San Diego-based Genomatica, which describes itself as a sustainable chemicals company, announced a major win.
The company signed a strategic joint development agreement Waste Management (NYSE:WM) to research and advance Genomatica’s technology and manufacturing processes for the production of intermediate and basic chemicals from syngas made from municipal solid waste.
Under the agreement, Genomatica will create proprietary, specially-designed organisms and complete manufacturing processes to convert syngas into chemical products.
Biological production of chemicals would provide another potential use for any syngas produced by or for Waste Management through anaerobic digestion, gasification and landfill gas.
“Waste Management wants to maximize the value of the materials it manages”, said Tim Cesarek, managing director of Organic Growth at Waste Management. “Genomatica’s technology complements Waste Management’s advancement of thermo-chemical conversion and fermentation technology platforms.”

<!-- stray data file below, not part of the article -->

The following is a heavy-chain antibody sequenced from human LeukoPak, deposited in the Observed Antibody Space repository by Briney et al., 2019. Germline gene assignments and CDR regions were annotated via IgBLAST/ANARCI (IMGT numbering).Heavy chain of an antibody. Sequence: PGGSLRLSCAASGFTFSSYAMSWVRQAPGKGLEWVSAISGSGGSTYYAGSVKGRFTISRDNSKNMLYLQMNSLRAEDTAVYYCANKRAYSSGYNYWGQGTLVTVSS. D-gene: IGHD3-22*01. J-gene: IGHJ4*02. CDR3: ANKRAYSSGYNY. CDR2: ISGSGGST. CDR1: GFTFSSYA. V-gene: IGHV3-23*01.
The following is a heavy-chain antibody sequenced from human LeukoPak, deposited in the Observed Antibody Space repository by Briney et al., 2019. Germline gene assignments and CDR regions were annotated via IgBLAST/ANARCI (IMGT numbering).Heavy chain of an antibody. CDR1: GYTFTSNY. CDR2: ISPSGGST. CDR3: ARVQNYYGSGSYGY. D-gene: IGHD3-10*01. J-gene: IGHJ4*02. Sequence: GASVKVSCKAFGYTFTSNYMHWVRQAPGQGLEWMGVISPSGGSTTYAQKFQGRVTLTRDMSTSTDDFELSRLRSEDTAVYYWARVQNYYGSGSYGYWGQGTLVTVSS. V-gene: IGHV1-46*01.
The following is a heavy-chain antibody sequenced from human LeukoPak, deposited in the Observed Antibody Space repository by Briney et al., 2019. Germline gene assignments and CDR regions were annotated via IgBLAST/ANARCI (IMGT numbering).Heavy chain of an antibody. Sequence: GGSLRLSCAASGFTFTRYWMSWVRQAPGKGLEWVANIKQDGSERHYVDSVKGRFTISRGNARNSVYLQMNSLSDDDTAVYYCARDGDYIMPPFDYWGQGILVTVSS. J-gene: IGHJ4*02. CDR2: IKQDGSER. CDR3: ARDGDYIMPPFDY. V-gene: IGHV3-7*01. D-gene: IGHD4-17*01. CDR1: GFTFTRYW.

“Genomatica is already on a path to deliver sustainable, lower-cost, smaller-footprint chemicals made from renewable feedstocks, including various commercially-available sugars, rather than from oil or natural gas”, said Christophe Schilling, CEO of Genomatica. “This agreement accelerates our initiatives to provide greater feedstock flexibility, by enabling the use of syngas to produce a range of chemicals, and in particular, syngas derived from waste materials.”
Syngas is produced throughout the world from natural gas or liquid hydrocarbons, and through the gasification of coal, biomass, and waste materials. Syngas is often used to generate electricity, and can also be converted into liquid fuels. Converting syngas to chemicals is primarily done through chemical processing techniques, which are somewhate energy-intensive. Genomatica says is biological conversion process is less energy intensive and offers a wider range of conversion options–particularly for major-market intermediate and basic chemicals.
In March 2010, Genomatica raised $15 million in Series C funding to support the commercialization of Bio-BDO (1,4-butanediol), made from renewable feedstocks rather than oil or natural gas. BDO is an intermediate chemical with a $4 billion market worldwide–used to make spandex, automotive plastics, running shoes and more.